The Quest for Meaningful Work in Rural Living


Rural farmsThis week I was reading through my old GRIT magazines one last time before passing them on to a friend.  An article on the Homestead Act of 1863 caught my eye with some interesting statistics.

According to this author, “most of the 33 million schoolchildren today have never set foot on a farm; only two of every 100 Americans now live on a farm, and less than 1% of the 300 million people in our country claim farming as their occupation.”

“For heaven’s sake,” I thought in response. “Why is it that hundreds of families in this area are buying rural lots and building ranchettes?”  I reflected that this and surrounding counties are covered with rural homes. “What, then, are these folks seeking?  Privacy?  Freedom from regulation? More room? Perceived quiet?” rural chicks 

The reasons are endless, I’m sure.  Many I personally know like animals, especially horses, chickens and dogs.  Others like to garden.  One guy I know likes to drive his tractor and “work.”

Whatever the reason, rural living seems to fit, in some way, each person’s definition of “the good life” – just like our homesteading ancestors.

It seems to me the rural quest revolves around “Work” and what we believe is meaningful work.  Our ancestors knew farming occupations, weather it was growing wine grapes or pigs.  Another generation combined industrial work with continued rural or small town self-sufficient practices.  Even today in France and England, families continue to be largely self-sufficient and in America self-sufficiency has been re-discovered with enthusiasm.  Some view it as economic survival.

4/20/2013 2:42:40 PM

Captivating blog! I was raised in a rural community, now a live in a city where it's like a prison. I wish I have a farm job or a land to start to raise animal and cultivate crops just like the way it was when growing up. contact me at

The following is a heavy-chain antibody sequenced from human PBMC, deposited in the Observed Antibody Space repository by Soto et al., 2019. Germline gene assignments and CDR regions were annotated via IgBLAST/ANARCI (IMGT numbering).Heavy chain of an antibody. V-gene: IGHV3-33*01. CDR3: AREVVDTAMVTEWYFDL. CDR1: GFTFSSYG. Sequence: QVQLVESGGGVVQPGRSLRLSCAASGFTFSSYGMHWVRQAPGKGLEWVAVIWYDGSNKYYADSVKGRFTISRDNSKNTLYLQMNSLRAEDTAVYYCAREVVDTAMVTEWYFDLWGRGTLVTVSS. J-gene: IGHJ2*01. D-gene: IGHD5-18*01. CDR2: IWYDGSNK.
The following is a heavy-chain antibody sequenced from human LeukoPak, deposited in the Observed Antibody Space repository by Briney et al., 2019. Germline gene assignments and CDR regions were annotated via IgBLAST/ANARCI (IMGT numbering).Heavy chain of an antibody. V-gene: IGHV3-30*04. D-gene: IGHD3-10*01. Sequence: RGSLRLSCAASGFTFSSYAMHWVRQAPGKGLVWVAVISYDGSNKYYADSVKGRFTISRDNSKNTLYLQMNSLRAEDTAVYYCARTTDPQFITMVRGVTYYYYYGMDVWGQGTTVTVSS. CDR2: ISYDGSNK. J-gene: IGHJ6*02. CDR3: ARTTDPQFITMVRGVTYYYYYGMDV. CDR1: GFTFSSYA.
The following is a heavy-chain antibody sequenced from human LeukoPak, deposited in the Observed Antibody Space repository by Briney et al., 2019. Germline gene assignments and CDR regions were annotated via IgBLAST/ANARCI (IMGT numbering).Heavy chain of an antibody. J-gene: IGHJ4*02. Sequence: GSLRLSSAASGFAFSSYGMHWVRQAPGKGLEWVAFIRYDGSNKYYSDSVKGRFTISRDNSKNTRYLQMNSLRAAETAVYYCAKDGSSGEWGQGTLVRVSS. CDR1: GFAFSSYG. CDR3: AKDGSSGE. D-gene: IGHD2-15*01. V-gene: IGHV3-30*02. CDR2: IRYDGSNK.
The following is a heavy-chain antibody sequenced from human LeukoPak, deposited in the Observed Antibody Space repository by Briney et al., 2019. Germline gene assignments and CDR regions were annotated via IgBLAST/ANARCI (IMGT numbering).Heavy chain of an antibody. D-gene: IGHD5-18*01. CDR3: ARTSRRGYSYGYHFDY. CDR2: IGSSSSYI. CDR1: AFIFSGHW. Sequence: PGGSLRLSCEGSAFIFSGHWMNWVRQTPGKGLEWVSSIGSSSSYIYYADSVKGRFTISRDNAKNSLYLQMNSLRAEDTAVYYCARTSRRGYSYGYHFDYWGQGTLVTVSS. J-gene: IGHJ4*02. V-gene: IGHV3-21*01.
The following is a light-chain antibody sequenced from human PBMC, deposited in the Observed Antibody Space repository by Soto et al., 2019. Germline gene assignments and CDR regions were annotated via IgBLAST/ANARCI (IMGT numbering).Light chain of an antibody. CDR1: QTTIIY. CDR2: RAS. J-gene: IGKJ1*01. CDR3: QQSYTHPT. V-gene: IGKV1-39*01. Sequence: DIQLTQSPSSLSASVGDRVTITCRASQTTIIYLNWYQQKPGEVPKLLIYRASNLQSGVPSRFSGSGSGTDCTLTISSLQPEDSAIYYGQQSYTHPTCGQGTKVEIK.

10/26/2012 1:12:39 PM

My home town (population 700) also had farming residents. At a minimum there were rabbits and chickens. In my current neighborhood, which is an old development, the lots are large and one neighbor keeps a couple of horses. I wake each morn to anothers rooster's crow. There is currently a renewed interest in 4-H here and kids are raising animals and gardens again. I can't help believe it is "natural" to want to grow things.

10/25/2012 7:36:57 PM

Joan, you are so right about the migration of folks from country living to city living. Without land there is no way to survive if the worst happens. World War II brought folks back to the gardens even though they lived in the city. Growing up in the city for me was in a neighborhood where rabbits, chickens, and other animals were grown for income purposes. City dwellers today would consider that animal cruelty and the property owner would be given a fine. We had a person in our city who just couldn't afford the fee to take his old ailing dog to the vet to have it put down, fined because allegedly he put the dog out of it's misery and buried it in the back yard. He claimed the dog died a natural death but the judge decided other wise and presented him with a fine. We have gotten so far away from our heritage roots of survival that it will be our downfall. City folks have gotten so far away from where there food comes from that they don't recognize that death has to happen to be able to eat those nunuggetsrom the fast food window. Sorry I didn't mean to rant. Have a great day in the garden.

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